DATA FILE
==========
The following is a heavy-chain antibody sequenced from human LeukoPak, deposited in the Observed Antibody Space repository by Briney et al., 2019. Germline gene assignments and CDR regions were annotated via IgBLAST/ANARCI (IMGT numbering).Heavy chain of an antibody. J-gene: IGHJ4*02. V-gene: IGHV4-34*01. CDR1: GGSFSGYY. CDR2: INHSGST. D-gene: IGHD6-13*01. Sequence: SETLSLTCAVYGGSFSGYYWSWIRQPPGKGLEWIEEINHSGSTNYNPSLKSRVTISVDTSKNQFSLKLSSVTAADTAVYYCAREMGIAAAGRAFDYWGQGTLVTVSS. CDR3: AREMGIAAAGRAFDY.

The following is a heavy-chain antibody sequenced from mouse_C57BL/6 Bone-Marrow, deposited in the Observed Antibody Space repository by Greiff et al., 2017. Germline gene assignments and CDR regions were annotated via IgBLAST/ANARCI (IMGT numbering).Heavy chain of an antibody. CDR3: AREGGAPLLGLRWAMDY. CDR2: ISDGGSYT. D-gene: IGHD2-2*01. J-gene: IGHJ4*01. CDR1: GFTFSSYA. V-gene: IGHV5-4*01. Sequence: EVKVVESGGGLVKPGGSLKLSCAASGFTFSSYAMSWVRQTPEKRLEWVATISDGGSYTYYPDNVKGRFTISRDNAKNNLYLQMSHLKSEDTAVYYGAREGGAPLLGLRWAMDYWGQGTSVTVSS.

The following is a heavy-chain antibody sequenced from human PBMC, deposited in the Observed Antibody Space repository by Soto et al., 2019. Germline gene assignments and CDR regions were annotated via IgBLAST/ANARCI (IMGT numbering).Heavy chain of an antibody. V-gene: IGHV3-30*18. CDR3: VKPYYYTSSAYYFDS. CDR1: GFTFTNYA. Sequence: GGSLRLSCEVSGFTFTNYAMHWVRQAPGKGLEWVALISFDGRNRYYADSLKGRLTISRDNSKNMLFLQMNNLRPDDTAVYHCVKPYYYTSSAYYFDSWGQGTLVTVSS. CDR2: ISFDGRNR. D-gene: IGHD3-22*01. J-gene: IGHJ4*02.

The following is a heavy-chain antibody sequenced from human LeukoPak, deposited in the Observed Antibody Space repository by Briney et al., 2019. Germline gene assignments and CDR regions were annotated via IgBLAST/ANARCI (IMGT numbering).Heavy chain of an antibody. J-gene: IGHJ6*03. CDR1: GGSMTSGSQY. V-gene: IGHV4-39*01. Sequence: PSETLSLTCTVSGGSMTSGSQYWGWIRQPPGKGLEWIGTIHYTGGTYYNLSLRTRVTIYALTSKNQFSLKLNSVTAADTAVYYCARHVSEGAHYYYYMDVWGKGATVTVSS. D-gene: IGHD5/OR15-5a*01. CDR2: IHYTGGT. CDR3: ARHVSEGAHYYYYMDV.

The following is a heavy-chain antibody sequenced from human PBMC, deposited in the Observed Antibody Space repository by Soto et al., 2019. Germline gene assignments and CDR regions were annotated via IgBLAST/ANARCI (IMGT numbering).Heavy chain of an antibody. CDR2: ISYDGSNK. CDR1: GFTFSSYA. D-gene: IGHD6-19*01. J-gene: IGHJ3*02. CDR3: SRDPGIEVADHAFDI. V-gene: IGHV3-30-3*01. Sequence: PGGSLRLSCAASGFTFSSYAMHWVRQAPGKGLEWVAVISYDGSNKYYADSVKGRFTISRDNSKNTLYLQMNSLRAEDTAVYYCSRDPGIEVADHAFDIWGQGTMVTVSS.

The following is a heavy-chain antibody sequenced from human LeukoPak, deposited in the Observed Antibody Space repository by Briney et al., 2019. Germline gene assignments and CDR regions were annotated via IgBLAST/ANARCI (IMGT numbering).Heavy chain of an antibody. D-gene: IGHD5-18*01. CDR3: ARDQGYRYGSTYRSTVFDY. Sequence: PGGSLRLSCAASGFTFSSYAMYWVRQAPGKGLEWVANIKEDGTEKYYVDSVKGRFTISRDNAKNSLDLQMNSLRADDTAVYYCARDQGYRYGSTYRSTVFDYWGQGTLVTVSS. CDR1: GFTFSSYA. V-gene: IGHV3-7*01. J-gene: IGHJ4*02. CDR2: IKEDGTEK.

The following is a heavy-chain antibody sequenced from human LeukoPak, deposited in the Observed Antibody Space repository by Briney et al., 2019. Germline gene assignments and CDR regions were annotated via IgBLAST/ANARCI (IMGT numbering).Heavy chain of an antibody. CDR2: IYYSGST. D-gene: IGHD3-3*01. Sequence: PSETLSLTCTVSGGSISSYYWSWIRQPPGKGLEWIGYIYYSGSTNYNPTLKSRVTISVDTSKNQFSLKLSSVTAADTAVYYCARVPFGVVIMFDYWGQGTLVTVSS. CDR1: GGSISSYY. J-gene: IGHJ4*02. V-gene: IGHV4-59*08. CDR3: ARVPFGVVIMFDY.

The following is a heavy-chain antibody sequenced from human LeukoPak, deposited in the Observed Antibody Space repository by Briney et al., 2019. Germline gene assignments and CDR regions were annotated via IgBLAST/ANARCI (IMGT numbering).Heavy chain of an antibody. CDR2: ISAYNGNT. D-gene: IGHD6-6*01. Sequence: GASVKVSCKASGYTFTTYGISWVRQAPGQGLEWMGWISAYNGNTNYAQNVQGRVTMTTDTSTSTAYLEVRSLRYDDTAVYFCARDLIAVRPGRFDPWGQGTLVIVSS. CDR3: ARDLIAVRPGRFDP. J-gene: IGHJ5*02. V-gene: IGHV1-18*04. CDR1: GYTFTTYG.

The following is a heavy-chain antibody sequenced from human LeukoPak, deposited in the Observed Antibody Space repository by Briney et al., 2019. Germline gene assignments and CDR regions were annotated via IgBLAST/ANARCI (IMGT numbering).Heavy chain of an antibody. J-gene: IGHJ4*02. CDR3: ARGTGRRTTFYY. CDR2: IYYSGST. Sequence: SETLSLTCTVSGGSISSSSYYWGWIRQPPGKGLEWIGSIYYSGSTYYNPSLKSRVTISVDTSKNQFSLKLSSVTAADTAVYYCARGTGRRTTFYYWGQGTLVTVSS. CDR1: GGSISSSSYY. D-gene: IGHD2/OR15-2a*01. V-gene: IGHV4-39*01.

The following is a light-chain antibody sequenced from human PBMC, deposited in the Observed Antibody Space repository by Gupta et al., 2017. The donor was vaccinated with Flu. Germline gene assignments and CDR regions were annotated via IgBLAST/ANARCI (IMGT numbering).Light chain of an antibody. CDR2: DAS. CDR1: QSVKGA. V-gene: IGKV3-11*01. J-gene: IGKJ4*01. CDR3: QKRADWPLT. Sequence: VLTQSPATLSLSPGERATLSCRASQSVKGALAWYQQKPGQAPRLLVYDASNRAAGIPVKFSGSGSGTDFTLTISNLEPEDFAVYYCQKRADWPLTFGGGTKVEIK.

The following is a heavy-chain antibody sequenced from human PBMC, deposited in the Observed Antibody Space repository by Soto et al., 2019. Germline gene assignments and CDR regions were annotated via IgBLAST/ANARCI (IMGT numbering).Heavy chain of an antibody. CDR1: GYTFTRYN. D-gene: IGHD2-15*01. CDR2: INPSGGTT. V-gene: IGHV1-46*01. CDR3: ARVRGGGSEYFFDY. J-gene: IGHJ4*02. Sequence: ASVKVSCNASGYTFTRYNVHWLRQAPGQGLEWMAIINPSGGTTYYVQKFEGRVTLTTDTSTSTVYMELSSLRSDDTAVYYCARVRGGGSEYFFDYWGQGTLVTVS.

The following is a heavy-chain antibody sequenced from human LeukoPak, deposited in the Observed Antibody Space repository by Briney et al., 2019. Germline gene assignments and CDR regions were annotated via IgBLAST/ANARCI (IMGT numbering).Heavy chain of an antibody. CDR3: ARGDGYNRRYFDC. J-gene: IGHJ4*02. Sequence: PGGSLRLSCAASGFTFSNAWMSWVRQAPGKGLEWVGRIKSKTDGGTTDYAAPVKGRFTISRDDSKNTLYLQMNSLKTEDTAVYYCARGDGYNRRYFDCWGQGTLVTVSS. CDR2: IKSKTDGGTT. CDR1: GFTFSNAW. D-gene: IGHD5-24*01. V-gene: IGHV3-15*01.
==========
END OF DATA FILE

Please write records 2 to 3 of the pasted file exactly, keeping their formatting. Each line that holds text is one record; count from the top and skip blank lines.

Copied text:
The following is a heavy-chain antibody sequenced from mouse_C57BL/6 Bone-Marrow, deposited in the Observed Antibody Space repository by Greiff et al., 2017. Germline gene assignments and CDR regions were annotated via IgBLAST/ANARCI (IMGT numbering).Heavy chain of an antibody. CDR3: AREGGAPLLGLRWAMDY. CDR2: ISDGGSYT. D-gene: IGHD2-2*01. J-gene: IGHJ4*01. CDR1: GFTFSSYA. V-gene: IGHV5-4*01. Sequence: EVKVVESGGGLVKPGGSLKLSCAASGFTFSSYAMSWVRQTPEKRLEWVATISDGGSYTYYPDNVKGRFTISRDNAKNNLYLQMSHLKSEDTAVYYGAREGGAPLLGLRWAMDYWGQGTSVTVSS.

The following is a heavy-chain antibody sequenced from human PBMC, deposited in the Observed Antibody Space repository by Soto et al., 2019. Germline gene assignments and CDR regions were annotated via IgBLAST/ANARCI (IMGT numbering).Heavy chain of an antibody. V-gene: IGHV3-30*18. CDR3: VKPYYYTSSAYYFDS. CDR1: GFTFTNYA. Sequence: GGSLRLSCEVSGFTFTNYAMHWVRQAPGKGLEWVALISFDGRNRYYADSLKGRLTISRDNSKNMLFLQMNNLRPDDTAVYHCVKPYYYTSSAYYFDSWGQGTLVTVSS. CDR2: ISFDGRNR. D-gene: IGHD3-22*01. J-gene: IGHJ4*02.